Kimba and Sir Williams follow last year’s “Union Blak Friday” with another smooth, scratch-heavy album that proudly claims to follow the legacy left by groups such as Gang Starr and De La Soul. Those are big shoes to fill, so it’s no surprise that “Street English” never quite reaches those levels of classic Hip Hop.
If you hadn’t guessed by the name of the group (or this album), Union Blak have a British influence, namely Sir Williams, while emcee Kimba is American. Despite the name, Union Blak don’t sound British at all, aligning themselves with the French record label Effiscienz, known for pushing American rappers Dirt Platoon and Fel Sweetenberg.
The songs “Street English” and “The Truth” sound like Gang Starr’s work on “The Ownerz” and while it is far from original material, it’s done well. Kimba’s monotone flow isn’t quite as captivating as Guru however, often relying on the slick sample-led instrumentals to keep the listener interested. Considering the scratched hooks are some of the best moments here, it’s quite jarring to hear female vocalist Candice on songs “Our Time” and “Quarrels”. Just as “Mega Philosophy” from Cormega threw in singing that didn’t sound a natural fit, Union Blak’s least effective tracks suffer the same fate.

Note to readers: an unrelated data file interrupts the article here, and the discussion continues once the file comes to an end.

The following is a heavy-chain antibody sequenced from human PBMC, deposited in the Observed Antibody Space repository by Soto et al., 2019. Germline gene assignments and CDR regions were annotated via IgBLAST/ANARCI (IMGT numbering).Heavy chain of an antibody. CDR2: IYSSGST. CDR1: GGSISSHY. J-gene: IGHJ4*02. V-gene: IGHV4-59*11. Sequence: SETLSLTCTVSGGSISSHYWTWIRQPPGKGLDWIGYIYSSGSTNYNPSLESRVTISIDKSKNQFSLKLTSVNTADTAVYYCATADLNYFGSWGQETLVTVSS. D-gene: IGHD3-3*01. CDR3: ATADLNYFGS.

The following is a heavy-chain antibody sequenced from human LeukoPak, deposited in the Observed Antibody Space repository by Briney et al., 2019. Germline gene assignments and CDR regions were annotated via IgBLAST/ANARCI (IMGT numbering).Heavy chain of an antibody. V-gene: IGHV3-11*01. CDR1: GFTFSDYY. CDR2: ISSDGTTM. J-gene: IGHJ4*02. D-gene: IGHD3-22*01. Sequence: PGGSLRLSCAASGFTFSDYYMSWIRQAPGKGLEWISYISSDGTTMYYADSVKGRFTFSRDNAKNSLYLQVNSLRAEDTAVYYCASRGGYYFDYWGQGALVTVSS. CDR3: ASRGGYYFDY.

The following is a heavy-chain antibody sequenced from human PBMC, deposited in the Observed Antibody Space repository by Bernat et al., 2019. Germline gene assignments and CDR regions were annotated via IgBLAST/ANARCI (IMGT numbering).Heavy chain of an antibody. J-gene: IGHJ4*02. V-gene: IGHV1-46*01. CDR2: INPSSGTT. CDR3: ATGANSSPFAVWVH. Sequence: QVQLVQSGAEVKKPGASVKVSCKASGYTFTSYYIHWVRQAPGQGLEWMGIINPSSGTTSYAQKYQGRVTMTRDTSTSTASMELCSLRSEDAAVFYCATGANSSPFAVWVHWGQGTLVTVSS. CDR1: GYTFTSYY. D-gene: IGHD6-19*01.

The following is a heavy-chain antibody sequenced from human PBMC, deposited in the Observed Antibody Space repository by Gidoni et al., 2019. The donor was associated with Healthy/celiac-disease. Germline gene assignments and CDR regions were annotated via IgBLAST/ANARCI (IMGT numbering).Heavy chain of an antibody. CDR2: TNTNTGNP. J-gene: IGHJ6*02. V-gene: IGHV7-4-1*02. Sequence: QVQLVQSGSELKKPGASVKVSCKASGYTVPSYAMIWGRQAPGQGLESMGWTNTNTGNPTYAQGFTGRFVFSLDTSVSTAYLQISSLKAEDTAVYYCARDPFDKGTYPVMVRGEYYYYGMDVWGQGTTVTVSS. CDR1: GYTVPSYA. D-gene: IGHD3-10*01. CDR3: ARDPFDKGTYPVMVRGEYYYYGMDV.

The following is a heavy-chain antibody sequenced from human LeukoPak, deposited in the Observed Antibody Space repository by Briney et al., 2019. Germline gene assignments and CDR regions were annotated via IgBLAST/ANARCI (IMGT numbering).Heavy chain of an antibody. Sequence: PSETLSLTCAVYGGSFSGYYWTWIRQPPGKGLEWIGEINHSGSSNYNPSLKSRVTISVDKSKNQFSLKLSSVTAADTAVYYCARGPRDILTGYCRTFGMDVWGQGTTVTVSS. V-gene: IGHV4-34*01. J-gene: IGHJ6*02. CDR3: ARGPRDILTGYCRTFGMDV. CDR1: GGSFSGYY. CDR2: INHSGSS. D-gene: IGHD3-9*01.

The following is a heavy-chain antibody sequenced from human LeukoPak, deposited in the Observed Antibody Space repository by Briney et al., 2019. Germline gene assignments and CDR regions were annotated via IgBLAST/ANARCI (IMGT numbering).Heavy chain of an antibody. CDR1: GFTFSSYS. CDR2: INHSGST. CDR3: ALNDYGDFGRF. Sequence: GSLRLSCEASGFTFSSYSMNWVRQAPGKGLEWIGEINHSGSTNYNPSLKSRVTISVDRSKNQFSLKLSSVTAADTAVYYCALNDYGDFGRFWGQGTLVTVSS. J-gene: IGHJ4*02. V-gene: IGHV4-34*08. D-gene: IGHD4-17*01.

Kimba sounds eerily close to Common on “Chasing the Wind”, and it ends up being the best song on the album because he displays more emotion than he does elsewhere. Thanks to Sir Williams’ beat especially, it’s a highlight that stands out amongst the final four tracks, which save the album from being as boring as it could have been. Granted, many of these beats are dope when coupled with the scratches, but Kimba’s rhymes are largely bland and would suit an emcee with a bit more fire in their belly.
If you are craving a smoother approach to Hip Hop and enjoyed the latest Kenn Starr album “Square One”, this album will satisfy for the duration, but it’s hard to see this staying in your rotation given how strong 2015 has been already.